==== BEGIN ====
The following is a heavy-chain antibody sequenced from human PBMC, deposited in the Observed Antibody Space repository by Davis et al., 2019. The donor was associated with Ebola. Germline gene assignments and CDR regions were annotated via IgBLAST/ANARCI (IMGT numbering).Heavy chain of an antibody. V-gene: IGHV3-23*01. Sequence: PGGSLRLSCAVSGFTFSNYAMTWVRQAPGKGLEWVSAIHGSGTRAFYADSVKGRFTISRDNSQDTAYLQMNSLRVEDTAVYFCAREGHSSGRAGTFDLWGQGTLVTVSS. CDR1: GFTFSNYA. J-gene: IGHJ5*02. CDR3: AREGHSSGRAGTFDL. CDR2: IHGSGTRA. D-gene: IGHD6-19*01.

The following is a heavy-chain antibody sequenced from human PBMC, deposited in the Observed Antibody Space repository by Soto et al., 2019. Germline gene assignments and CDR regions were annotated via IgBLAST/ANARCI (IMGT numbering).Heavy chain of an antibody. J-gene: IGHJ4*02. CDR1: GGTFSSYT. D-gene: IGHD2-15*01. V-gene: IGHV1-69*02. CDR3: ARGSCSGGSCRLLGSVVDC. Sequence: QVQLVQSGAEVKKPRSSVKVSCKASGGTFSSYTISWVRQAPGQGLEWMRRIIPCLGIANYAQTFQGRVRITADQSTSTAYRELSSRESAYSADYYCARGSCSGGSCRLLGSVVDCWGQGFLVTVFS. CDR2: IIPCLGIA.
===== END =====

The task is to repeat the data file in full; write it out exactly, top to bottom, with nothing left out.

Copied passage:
The following is a heavy-chain antibody sequenced from human PBMC, deposited in the Observed Antibody Space repository by Davis et al., 2019. The donor was associated with Ebola. Germline gene assignments and CDR regions were annotated via IgBLAST/ANARCI (IMGT numbering).Heavy chain of an antibody. V-gene: IGHV3-23*01. Sequence: PGGSLRLSCAVSGFTFSNYAMTWVRQAPGKGLEWVSAIHGSGTRAFYADSVKGRFTISRDNSQDTAYLQMNSLRVEDTAVYFCAREGHSSGRAGTFDLWGQGTLVTVSS. CDR1: GFTFSNYA. J-gene: IGHJ5*02. CDR3: AREGHSSGRAGTFDL. CDR2: IHGSGTRA. D-gene: IGHD6-19*01.

The following is a heavy-chain antibody sequenced from human PBMC, deposited in the Observed Antibody Space repository by Soto et al., 2019. Germline gene assignments and CDR regions were annotated via IgBLAST/ANARCI (IMGT numbering).Heavy chain of an antibody. J-gene: IGHJ4*02. CDR1: GGTFSSYT. D-gene: IGHD2-15*01. V-gene: IGHV1-69*02. CDR3: ARGSCSGGSCRLLGSVVDC. Sequence: QVQLVQSGAEVKKPRSSVKVSCKASGGTFSSYTISWVRQAPGQGLEWMRRIIPCLGIANYAQTFQGRVRITADQSTSTAYRELSSRESAYSADYYCARGSCSGGSCRLLGSVVDCWGQGFLVTVFS. CDR2: IIPCLGIA.